[Editor's Note: We all know local music and dive bars go hand-in-hand. So in the interest of merging the two together on Heard Mentality, we bring you our weekly nightlife column Dive, Dive, My Darling. Read as our bold web editor, Taylor "Hellcat" Hamby, stumbles into the dive bar scene every week to find crazy stories, meet random weirdos and guzzle good booze.]
Among the crowd that haunts Marty's Bar and Grill on weekend nights, all have had at least one divorce–and they're happy to tell you about it. While heading from the parking lot to the bar, I walked behind two women just shy of middle age, gussied up as if they were ready for a night at Foxfire, not a night in a Tustin strip mall. I had been to Marty's once before, during daylight hours, so I thought they looked a bit overdressed, in the way you'd be overdressed going to Denny's after prom.
But I soon learned, as the only female wearing shorts and a T-shirt, I was the one in the wrong. Hair was worn high, dresses skintight, and makeup coated thick. The lights were dim, the disco ball spun brightly above a makeshift dance floor, and a band played bluesy covers of "Blurred Lines" and the appropriate "Get Lucky." While the patrons can be a bit flashy, the drinks are anything but–simple two-ingredient cocktails and a no-frills draft beer selection here. It's a sports bar by day, after all.
As I sipped my beer from a leather booth, I noticed a couple seated at the bar. A large, white-haired man savagely sucked face with a short brunette. "These two have to have just met," I thought to myself. No one who has been together for a while displays PDA that fiercely. I noted the lack of wedding rings present and moved on.
A little while later, I met my boyfriend in the enclosed smoking patio. He nudged me and motioned to the right. Our friends attached at the lips were out there with a younger couple. "Are you guys married?" asked the lady from the younger set.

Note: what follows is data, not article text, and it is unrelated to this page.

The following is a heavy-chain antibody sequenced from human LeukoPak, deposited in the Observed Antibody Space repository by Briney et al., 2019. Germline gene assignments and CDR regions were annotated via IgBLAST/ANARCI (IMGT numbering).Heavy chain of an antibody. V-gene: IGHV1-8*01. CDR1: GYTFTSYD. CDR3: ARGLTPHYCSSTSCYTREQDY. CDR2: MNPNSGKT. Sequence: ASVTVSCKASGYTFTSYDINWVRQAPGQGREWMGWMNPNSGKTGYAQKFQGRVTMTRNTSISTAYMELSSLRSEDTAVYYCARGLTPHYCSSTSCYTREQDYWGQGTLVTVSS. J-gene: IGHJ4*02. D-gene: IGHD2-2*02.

"No, I was married for a long time, but it's not for me," the white-haired stallion said.
"Wow, that's crazy," she replied. "You two look like you've been married–happily–for a long time."
"I love this guy so much," the Silver Fox told the younger man. "I think I'll kiss you." The young man wasn't quite drunk enough to accept that offer, though, and quickly fled.
After another dance, the aforementioned couple returned from the floor. As the two made their way back to the barstools, the man pointed at Dwayne and Henry, two black patrons with whom I was chatting. "These guys are my brothas," he exclaimed, before sitting down with his brunette.
"Kenny Rogers over here," Dwayne quipped, a perfect description of the gent.
Then, almost like a stanza from The Gambler, a blonde approached Kenny Rogers. The brunette hightailed out of the bar to the smoking patio as though she were a jackrabbit dodging oncoming traffic to avoid becoming roadkill. "That's his main girlfriend," Henry explained. Though the blues band was playing too loud for me to hear, Kenny was doing some fast-talking to explain away his brunette. When that didn't work, he decided to go in for a kiss; the blonde pushed him away and went straight to the arms of another man.
Kenny Rogers slinked back to the smoking patio. After a couple of minutes, he returned, knocking into our table hard and spilling half of my mug down my legs before looking at us wide-eyed and walking away. This didn't sit well with Dwayne, who, after grabbing a stack of napkins, went and told Kenny he owed me a beer. Dwayne and Henry were stand-up dudes!
It was getting late, so we said our goodbyes. Suddenly, Nancy, a woman old enough to be my mom who had earlier tried to steal my man, went into my guy for a hug. He later told me she whispered in his ear about me: "I'm prettier than her. Well, I think so anyway."
Marty's reminded me of Friday nights at Holiday Skate in Orange during middle school. Some things last a long time.
FAVORITE PIECE OF FLAIR: The old Frank Sinatra and Beatles 45s on the wall.
BE SURE TO CHECK OUT: The divorcée-watching